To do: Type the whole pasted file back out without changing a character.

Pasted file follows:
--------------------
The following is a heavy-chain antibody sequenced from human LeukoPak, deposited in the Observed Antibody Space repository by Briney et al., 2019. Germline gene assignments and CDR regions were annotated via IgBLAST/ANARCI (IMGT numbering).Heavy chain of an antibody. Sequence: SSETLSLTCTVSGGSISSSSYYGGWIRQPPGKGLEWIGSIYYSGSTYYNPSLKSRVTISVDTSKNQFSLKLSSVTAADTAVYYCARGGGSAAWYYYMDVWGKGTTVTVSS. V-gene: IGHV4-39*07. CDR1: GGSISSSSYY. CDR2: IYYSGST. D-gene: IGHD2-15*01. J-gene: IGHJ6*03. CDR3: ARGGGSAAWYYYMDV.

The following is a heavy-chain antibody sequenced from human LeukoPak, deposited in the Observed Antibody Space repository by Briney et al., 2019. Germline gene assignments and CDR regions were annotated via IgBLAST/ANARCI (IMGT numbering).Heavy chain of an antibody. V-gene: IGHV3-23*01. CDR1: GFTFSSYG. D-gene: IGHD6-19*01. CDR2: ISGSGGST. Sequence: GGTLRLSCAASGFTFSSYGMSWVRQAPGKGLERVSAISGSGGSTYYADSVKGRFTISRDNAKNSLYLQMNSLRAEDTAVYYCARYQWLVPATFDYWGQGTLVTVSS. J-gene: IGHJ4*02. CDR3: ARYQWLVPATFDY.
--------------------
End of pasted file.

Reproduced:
The following is a heavy-chain antibody sequenced from human LeukoPak, deposited in the Observed Antibody Space repository by Briney et al., 2019. Germline gene assignments and CDR regions were annotated via IgBLAST/ANARCI (IMGT numbering).Heavy chain of an antibody. Sequence: SSETLSLTCTVSGGSISSSSYYGGWIRQPPGKGLEWIGSIYYSGSTYYNPSLKSRVTISVDTSKNQFSLKLSSVTAADTAVYYCARGGGSAAWYYYMDVWGKGTTVTVSS. V-gene: IGHV4-39*07. CDR1: GGSISSSSYY. CDR2: IYYSGST. D-gene: IGHD2-15*01. J-gene: IGHJ6*03. CDR3: ARGGGSAAWYYYMDV.

The following is a heavy-chain antibody sequenced from human LeukoPak, deposited in the Observed Antibody Space repository by Briney et al., 2019. Germline gene assignments and CDR regions were annotated via IgBLAST/ANARCI (IMGT numbering).Heavy chain of an antibody. V-gene: IGHV3-23*01. CDR1: GFTFSSYG. D-gene: IGHD6-19*01. CDR2: ISGSGGST. Sequence: GGTLRLSCAASGFTFSSYGMSWVRQAPGKGLERVSAISGSGGSTYYADSVKGRFTISRDNAKNSLYLQMNSLRAEDTAVYYCARYQWLVPATFDYWGQGTLVTVSS. J-gene: IGHJ4*02. CDR3: ARYQWLVPATFDY.